It was at this point that a staffer jumped on my case, with another of those "no photos" dictums. This time I found I had no patience for it. I said "Lookit, I am a tourist, and tourists take photos. Get over it. Besides, I just bought one of these things and I am trying to find out what it is. I am from Canada, how am I supposed to know what a "gewürzschnitte" is?"

She replied "Ich spreche kein Englisch". And I replied "Well try to focus on this: tourist, Canada!"

Some readers might think I was being a jerk, or disrespectful of the country we are visiting, but my position is that it was the clerk that was being disrespectful, and I do not put up well with being abused or accused, no matter where it happens.

The same thing did happen in Montreal, at Premiere Moisson bakery, and I put a strongly worded post on their Facebook page, demanding an apology - which they made. I will do the same here with Wurm Stadbacker, which turns out to be a chain.  It will be interesting to see their response.

Ok, here are the illicit photos. p.s. "gewürzschnitte" is a slice of spice cake.

Straubing walking zone. Looks like they could use more tourists, like me!
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Nice looking tortes
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Are vertical layers legit? (p.s. Note how the hot chocolate is delivered with the chocolate separate.)
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Industrial espionage photo!
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Deggendorf, our destination for the day, is only a quarter the size of Regensburg. Yet it did not put its best foot forward as we approached the old town, and our hotel, just on the edge. It's not that there was a lot of traffic exactly, just a lot of construction and not at all elegant buildings. Our hotel turned out to be in that category - totally inelegant, relatively new construction. Well, we did appreciate that it had a garage, and a lift there that opened right by our room. Yesterday in Wisent, for example, I was dragging our stuff up winding stairs, down corridors, and up more stairs.

One quirk of this hotel, part of the "NH" chain, is a proposed charge of 17 euros per person for breakfast. We had to double check the "per person" part - yes, it was true. Needless to say, "No Sale".

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We walked into the old town, finding it a little further than we anticipated. But our route passed the Maria Himmelfahrt church, which had a satisfying amount of gold trim inside, plus at least one cherub. Somewhat on the weird side was a relic labelled St. Felix, comprising a jewel encrusted skeleton.  Just after studying this, I found I could not open the door to get outside. Scary!

Well decorated Maria Himmelfahrt church
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Includes at least on cherub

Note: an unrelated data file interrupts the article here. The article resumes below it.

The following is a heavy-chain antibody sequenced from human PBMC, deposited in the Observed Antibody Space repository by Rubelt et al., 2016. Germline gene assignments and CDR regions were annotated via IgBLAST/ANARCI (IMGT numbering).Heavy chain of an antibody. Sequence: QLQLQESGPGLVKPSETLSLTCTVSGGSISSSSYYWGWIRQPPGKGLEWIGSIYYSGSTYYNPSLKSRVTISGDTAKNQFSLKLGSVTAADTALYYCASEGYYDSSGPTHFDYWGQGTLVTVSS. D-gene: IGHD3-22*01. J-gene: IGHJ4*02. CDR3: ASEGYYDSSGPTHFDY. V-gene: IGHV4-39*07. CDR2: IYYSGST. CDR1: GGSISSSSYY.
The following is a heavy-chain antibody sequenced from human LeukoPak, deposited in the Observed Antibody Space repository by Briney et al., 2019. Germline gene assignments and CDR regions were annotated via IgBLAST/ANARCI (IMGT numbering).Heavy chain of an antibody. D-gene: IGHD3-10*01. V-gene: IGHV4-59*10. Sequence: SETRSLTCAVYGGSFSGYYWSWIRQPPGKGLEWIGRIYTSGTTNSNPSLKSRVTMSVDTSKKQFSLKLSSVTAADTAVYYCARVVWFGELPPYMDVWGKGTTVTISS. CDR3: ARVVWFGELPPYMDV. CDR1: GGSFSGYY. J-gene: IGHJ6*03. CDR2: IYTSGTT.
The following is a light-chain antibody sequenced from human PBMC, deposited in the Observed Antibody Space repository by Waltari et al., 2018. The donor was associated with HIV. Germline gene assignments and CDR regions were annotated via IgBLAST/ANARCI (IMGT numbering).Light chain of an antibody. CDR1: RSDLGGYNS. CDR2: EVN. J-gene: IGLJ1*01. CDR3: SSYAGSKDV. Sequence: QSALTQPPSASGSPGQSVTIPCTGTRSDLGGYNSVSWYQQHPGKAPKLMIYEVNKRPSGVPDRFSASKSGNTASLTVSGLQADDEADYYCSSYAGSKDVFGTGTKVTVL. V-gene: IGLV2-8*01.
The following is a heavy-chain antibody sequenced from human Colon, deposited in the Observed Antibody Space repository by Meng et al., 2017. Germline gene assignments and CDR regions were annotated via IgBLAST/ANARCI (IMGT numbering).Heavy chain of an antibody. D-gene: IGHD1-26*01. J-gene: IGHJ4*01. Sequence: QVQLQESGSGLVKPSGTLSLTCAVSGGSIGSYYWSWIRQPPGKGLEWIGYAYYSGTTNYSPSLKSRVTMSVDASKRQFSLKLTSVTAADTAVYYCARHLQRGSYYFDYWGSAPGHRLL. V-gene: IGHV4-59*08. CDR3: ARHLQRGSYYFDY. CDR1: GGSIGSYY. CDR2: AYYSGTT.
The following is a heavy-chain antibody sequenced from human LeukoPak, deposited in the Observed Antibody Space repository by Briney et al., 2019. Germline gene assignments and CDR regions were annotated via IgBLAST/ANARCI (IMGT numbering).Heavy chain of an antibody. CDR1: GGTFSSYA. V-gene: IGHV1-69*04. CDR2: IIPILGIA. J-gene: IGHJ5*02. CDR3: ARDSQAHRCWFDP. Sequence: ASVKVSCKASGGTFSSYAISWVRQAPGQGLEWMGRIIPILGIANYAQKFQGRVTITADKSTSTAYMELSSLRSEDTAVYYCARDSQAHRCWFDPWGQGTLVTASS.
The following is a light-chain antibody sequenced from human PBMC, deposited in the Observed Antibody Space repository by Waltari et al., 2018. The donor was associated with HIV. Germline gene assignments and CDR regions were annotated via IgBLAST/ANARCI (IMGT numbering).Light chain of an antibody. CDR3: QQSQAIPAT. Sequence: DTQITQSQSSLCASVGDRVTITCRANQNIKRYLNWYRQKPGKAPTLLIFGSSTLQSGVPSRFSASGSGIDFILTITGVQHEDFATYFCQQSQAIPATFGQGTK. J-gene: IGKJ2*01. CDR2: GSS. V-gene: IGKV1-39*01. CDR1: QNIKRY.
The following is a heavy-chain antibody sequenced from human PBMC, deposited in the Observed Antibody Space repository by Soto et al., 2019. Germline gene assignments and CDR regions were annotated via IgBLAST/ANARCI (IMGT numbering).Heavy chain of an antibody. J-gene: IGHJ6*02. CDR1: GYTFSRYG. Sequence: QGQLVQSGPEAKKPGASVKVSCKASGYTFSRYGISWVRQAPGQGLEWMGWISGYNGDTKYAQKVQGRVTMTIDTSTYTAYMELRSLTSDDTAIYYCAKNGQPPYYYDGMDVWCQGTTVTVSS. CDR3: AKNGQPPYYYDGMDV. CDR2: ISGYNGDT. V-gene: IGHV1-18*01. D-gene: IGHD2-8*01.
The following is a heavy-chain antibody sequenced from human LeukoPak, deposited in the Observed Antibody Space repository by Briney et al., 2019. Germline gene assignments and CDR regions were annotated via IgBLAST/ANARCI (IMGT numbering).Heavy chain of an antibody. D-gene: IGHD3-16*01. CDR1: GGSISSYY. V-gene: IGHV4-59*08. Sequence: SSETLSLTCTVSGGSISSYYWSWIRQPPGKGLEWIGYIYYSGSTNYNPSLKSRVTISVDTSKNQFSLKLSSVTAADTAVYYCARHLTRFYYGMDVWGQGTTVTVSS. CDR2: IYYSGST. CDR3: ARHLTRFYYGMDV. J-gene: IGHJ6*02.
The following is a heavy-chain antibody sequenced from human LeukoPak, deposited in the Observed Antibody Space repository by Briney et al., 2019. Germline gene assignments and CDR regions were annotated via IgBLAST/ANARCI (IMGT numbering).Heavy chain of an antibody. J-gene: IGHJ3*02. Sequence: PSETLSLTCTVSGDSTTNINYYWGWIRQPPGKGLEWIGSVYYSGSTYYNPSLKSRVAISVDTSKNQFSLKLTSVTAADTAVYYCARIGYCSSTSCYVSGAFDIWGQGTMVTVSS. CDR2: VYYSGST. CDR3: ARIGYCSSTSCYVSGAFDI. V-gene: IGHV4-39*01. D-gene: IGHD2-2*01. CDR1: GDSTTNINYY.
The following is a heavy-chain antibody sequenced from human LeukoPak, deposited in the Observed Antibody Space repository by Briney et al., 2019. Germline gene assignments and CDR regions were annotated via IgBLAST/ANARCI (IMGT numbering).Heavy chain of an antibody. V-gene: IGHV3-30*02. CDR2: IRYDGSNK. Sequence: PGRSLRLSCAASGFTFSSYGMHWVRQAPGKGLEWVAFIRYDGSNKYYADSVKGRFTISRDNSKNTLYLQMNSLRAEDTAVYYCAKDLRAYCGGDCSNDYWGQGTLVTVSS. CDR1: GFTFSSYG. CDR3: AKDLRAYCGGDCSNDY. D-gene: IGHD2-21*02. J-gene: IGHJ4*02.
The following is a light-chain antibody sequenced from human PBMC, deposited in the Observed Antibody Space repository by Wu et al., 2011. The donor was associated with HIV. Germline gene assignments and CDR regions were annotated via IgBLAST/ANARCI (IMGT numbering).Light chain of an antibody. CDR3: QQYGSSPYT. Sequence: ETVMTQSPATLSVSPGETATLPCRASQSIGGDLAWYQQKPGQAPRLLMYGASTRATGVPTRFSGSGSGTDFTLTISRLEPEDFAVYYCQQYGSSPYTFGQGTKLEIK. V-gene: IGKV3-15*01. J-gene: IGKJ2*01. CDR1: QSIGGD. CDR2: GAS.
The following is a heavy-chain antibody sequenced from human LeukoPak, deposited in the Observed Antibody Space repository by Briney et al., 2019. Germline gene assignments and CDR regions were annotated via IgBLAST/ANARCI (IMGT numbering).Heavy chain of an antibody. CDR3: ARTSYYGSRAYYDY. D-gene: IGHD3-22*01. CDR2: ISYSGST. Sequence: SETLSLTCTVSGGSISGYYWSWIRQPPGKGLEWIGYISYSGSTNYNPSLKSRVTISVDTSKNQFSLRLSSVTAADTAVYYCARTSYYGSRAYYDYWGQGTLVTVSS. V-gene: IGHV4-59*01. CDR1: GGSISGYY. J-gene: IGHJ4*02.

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Scary relic
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Time for me to leave!
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Deggendorf turned out to have a very nice altstadt, several blocks long and with many bakeries, eis cafes, and restaurants. We chose a restaurant, and arranged to split a schnitzel. The waitress was very nice about this request, dividing the (as usual) huge two part thing across two plates. To drink, we tried using the magic terminology we have painstakingly learned in each European country to receive just plain old tap water, not bottled, not spring water, no minerals, just (free) tap water.  In Germany, this is "leitungswasser", which means exactly tap water.

But today there was a "gotcha" on this. We got exactly tap water, but were charged €1.50 each for it.  Looking at the bill, I see this was no accident, for leitungswasser is an official product in their system, and you get .5l for your €1.50. Dodie figured it out. It is not the water exactly that triggered the charge, but the glass. .5l is as much  a glass descriptor as a quantity, as each glass here is inscribed with its volume. Had we brought our water bottles to the table, we could have had them filled with all we could take, for free, we think!

A North American would never expect to see "tap water" as a product category.
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Noreen BreWell, you got German service at its best twice that day as it seems ... Sadly, it is very uncommon to serve free tap water. It is also considered severely rude to bring your own drink in a restaurant, but it is accepted (at least in the lesser distinguished ones), though probably not really approved of, to not order any drinks at all - I sometimes do this and drink before I enter the restaurant.
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Steve Miller/GrampiesTo Noreen BreDifferent countries, different customs. Since we drink no alcohol it seems wasteful of money to pay for water that is already coming out of the tap. Fortunately we rarely frequent high end establishments so our water bottles will have to do.
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Deggendorf had a very nice and convenient town centre.
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Tomorrow is a bit of an exciting day, because we will reach the end of the German portion of the Donau Radweg, arriving at Passau, a town we like a lot.  But for now, inelegant or not, there is a feature of this hotel that needs a work out - something rare in this region - a bath tub!

Today's ride: 68 km (42 miles)
Total: 753 km (468 miles)